• slide10
  • slide13
  • slide21
  • slide41
  • slide92
  • slide93

Latest Vision News

Block the Blue Light

The truth is, blue light isn’t all bad. It shouldn’t be blocked at all times. It can help memory, boost alertness, and elevate your mood! Still, the eye cannot take blue light all day long and it can easily contribute to eye strain especially when it is coming from computer screens and tablets and cellphones.

These days, we’re working, learning, and relaxing in front of screens emitting blue light all throughout the day—and night. Even your average indoor lightbulb can give off blue light.

You’re probably wondering. Okay, but what is blue light anyway?

Blue light is the highest energy visible light on the UV spectrum, and before the advent of technology, the sun was our only significant source of blue light. Problems arise, however, with the amount of blue light to which we are exposing our brains and bodies, potentially causing undue stress to our eyes and even making it hard to sleep at night.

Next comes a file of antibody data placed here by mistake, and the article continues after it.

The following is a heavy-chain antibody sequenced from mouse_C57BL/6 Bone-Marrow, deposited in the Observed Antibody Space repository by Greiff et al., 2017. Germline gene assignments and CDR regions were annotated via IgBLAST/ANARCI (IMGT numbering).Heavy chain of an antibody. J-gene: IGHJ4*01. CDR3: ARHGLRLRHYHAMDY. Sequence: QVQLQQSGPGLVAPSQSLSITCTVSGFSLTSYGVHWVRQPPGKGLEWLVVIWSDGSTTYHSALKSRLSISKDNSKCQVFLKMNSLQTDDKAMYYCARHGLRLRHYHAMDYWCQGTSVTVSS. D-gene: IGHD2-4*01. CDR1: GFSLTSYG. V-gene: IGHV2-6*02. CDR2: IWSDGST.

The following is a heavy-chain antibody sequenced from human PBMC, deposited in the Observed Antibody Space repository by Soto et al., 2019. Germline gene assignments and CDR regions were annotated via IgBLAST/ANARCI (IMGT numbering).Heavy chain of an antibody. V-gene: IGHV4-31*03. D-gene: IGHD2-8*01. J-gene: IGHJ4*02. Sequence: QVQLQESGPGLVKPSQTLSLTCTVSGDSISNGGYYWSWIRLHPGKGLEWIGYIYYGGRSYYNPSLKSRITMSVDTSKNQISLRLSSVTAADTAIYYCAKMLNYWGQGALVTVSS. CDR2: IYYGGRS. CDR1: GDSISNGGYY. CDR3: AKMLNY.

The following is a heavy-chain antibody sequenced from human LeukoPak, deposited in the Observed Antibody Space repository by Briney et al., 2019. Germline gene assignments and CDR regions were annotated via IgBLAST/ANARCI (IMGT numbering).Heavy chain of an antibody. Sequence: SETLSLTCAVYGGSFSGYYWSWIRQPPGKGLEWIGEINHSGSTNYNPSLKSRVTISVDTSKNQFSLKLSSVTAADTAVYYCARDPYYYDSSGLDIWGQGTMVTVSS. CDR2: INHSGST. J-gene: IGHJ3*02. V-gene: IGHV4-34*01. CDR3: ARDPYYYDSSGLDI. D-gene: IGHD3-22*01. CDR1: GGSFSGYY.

There are a few ways to avoid this strain. First, let us introduce you to one of the best options on the list: blue light blocking lenses.

What are blue light blocking lenses?

Good question. Glasses equipped with lenses with blue light protection are a simple solution to combat the symptoms caused by increased screen time. The technology in these lenses has a subtle tint that softens harsh blue light rays as they pass through, reducing the amount of blue light to which the wearer’s eyes are exposed. They aren’t heavy or thick and can be made without a prescription attached to them. They can be made to fit adults, teens and children and are safe for all to wear. All blue light blocking glasses aren’t made the same. They can be made to block a certain percentage of blue light. How much you decide to block, well, that is up to you. Give our practice a call and we will gladly talk you through your options!

What else can I do to block blue light?

While you won’t be able to block it without the correct lens as your shield, you can still manage it.